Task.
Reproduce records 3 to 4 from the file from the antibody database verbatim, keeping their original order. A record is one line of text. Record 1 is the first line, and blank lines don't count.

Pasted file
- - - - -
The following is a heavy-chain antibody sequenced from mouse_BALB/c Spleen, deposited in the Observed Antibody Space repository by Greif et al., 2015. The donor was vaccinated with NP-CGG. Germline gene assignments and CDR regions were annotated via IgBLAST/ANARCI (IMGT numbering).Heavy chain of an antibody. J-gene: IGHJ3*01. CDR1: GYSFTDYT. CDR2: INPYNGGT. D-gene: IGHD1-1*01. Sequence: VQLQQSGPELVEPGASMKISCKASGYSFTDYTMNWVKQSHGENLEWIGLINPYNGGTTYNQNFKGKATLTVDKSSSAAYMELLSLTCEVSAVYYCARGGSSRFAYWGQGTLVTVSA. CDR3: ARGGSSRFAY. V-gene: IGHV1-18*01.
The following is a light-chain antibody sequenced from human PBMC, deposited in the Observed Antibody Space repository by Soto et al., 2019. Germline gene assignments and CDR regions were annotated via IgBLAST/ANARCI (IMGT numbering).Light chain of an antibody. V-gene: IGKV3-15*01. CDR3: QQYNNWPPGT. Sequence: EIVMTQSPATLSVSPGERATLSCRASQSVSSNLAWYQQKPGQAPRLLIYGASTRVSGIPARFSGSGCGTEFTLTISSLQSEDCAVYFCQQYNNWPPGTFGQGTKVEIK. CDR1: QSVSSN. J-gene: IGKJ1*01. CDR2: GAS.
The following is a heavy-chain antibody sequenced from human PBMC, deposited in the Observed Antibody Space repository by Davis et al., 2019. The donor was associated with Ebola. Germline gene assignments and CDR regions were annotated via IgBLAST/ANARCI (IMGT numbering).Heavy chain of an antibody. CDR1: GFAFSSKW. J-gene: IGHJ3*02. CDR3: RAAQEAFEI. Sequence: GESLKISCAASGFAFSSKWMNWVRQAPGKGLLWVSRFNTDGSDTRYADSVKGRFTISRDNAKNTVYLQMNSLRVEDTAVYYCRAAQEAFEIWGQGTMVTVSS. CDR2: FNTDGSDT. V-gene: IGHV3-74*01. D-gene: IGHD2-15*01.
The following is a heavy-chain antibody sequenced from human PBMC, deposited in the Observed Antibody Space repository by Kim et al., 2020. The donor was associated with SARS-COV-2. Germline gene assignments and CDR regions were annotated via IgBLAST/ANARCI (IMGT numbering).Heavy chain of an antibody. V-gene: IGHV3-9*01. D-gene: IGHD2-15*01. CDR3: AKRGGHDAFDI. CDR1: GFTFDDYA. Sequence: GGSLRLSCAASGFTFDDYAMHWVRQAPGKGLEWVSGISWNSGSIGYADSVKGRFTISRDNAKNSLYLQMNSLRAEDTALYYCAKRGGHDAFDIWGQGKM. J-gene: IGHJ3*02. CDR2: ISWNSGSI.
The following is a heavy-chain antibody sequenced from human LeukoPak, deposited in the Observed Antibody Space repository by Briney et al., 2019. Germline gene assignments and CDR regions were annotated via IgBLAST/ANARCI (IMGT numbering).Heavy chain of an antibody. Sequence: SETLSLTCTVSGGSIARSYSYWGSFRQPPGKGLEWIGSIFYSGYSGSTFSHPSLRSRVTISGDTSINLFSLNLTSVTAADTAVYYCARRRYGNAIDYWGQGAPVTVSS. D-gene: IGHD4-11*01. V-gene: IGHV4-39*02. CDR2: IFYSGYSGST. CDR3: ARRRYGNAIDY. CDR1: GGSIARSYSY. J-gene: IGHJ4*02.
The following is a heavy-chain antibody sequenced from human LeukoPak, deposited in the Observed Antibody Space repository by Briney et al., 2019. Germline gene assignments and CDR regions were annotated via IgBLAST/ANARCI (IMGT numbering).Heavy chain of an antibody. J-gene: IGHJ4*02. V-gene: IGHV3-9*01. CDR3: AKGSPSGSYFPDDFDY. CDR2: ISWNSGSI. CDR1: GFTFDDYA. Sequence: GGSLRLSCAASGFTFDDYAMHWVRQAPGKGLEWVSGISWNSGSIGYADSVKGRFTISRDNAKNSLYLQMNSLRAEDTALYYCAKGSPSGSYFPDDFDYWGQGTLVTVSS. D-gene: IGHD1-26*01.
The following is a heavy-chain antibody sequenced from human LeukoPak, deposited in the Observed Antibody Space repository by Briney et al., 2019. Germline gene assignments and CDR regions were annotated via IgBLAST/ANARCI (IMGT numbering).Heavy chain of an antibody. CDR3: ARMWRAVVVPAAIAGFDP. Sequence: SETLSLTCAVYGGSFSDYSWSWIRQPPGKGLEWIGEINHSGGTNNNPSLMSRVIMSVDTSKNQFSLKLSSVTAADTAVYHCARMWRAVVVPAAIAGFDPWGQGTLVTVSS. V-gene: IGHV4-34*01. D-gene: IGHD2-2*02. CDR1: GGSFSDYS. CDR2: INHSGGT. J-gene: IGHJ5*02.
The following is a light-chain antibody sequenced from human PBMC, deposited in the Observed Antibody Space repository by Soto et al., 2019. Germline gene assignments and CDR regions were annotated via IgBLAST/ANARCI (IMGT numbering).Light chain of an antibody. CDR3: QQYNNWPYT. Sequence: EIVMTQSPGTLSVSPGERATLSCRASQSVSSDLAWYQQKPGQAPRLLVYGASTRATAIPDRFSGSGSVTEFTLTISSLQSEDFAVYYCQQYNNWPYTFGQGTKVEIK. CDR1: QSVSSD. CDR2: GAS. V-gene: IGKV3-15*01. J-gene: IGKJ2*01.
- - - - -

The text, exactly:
The following is a heavy-chain antibody sequenced from human PBMC, deposited in the Observed Antibody Space repository by Davis et al., 2019. The donor was associated with Ebola. Germline gene assignments and CDR regions were annotated via IgBLAST/ANARCI (IMGT numbering).Heavy chain of an antibody. CDR1: GFAFSSKW. J-gene: IGHJ3*02. CDR3: RAAQEAFEI. Sequence: GESLKISCAASGFAFSSKWMNWVRQAPGKGLLWVSRFNTDGSDTRYADSVKGRFTISRDNAKNTVYLQMNSLRVEDTAVYYCRAAQEAFEIWGQGTMVTVSS. CDR2: FNTDGSDT. V-gene: IGHV3-74*01. D-gene: IGHD2-15*01.
The following is a heavy-chain antibody sequenced from human PBMC, deposited in the Observed Antibody Space repository by Kim et al., 2020. The donor was associated with SARS-COV-2. Germline gene assignments and CDR regions were annotated via IgBLAST/ANARCI (IMGT numbering).Heavy chain of an antibody. V-gene: IGHV3-9*01. D-gene: IGHD2-15*01. CDR3: AKRGGHDAFDI. CDR1: GFTFDDYA. Sequence: GGSLRLSCAASGFTFDDYAMHWVRQAPGKGLEWVSGISWNSGSIGYADSVKGRFTISRDNAKNSLYLQMNSLRAEDTALYYCAKRGGHDAFDIWGQGKM. J-gene: IGHJ3*02. CDR2: ISWNSGSI.